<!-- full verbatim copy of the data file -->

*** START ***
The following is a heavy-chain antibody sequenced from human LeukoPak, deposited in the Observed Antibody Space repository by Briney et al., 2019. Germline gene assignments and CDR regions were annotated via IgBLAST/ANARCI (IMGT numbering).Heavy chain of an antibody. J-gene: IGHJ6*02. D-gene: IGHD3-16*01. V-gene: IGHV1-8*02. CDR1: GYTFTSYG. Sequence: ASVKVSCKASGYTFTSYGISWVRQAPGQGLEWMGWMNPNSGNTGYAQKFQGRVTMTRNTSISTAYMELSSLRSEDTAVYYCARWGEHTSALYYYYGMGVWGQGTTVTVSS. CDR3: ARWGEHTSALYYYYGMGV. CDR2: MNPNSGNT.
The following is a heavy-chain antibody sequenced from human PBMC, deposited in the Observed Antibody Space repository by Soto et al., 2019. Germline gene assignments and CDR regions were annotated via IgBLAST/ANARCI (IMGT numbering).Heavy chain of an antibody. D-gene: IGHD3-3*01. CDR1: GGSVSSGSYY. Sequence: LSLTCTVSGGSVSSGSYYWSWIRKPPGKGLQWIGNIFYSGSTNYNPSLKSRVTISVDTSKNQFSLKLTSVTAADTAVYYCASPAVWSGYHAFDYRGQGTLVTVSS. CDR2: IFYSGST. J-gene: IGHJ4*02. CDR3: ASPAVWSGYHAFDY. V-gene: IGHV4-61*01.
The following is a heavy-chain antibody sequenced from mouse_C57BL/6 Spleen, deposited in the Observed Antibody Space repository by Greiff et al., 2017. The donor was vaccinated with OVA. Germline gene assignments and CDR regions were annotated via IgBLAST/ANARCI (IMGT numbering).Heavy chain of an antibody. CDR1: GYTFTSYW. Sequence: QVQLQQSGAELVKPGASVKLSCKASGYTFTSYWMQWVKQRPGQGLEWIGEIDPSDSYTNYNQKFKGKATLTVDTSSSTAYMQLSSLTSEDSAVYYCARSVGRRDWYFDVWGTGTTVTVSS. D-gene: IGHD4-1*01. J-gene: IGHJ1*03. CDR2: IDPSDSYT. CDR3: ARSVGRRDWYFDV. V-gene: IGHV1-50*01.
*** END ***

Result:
The following is a heavy-chain antibody sequenced from human LeukoPak, deposited in the Observed Antibody Space repository by Briney et al., 2019. Germline gene assignments and CDR regions were annotated via IgBLAST/ANARCI (IMGT numbering).Heavy chain of an antibody. J-gene: IGHJ6*02. D-gene: IGHD3-16*01. V-gene: IGHV1-8*02. CDR1: GYTFTSYG. Sequence: ASVKVSCKASGYTFTSYGISWVRQAPGQGLEWMGWMNPNSGNTGYAQKFQGRVTMTRNTSISTAYMELSSLRSEDTAVYYCARWGEHTSALYYYYGMGVWGQGTTVTVSS. CDR3: ARWGEHTSALYYYYGMGV. CDR2: MNPNSGNT.
The following is a heavy-chain antibody sequenced from human PBMC, deposited in the Observed Antibody Space repository by Soto et al., 2019. Germline gene assignments and CDR regions were annotated via IgBLAST/ANARCI (IMGT numbering).Heavy chain of an antibody. D-gene: IGHD3-3*01. CDR1: GGSVSSGSYY. Sequence: LSLTCTVSGGSVSSGSYYWSWIRKPPGKGLQWIGNIFYSGSTNYNPSLKSRVTISVDTSKNQFSLKLTSVTAADTAVYYCASPAVWSGYHAFDYRGQGTLVTVSS. CDR2: IFYSGST. J-gene: IGHJ4*02. CDR3: ASPAVWSGYHAFDY. V-gene: IGHV4-61*01.
The following is a heavy-chain antibody sequenced from mouse_C57BL/6 Spleen, deposited in the Observed Antibody Space repository by Greiff et al., 2017. The donor was vaccinated with OVA. Germline gene assignments and CDR regions were annotated via IgBLAST/ANARCI (IMGT numbering).Heavy chain of an antibody. CDR1: GYTFTSYW. Sequence: QVQLQQSGAELVKPGASVKLSCKASGYTFTSYWMQWVKQRPGQGLEWIGEIDPSDSYTNYNQKFKGKATLTVDTSSSTAYMQLSSLTSEDSAVYYCARSVGRRDWYFDVWGTGTTVTVSS. D-gene: IGHD4-1*01. J-gene: IGHJ1*03. CDR2: IDPSDSYT. CDR3: ARSVGRRDWYFDV. V-gene: IGHV1-50*01.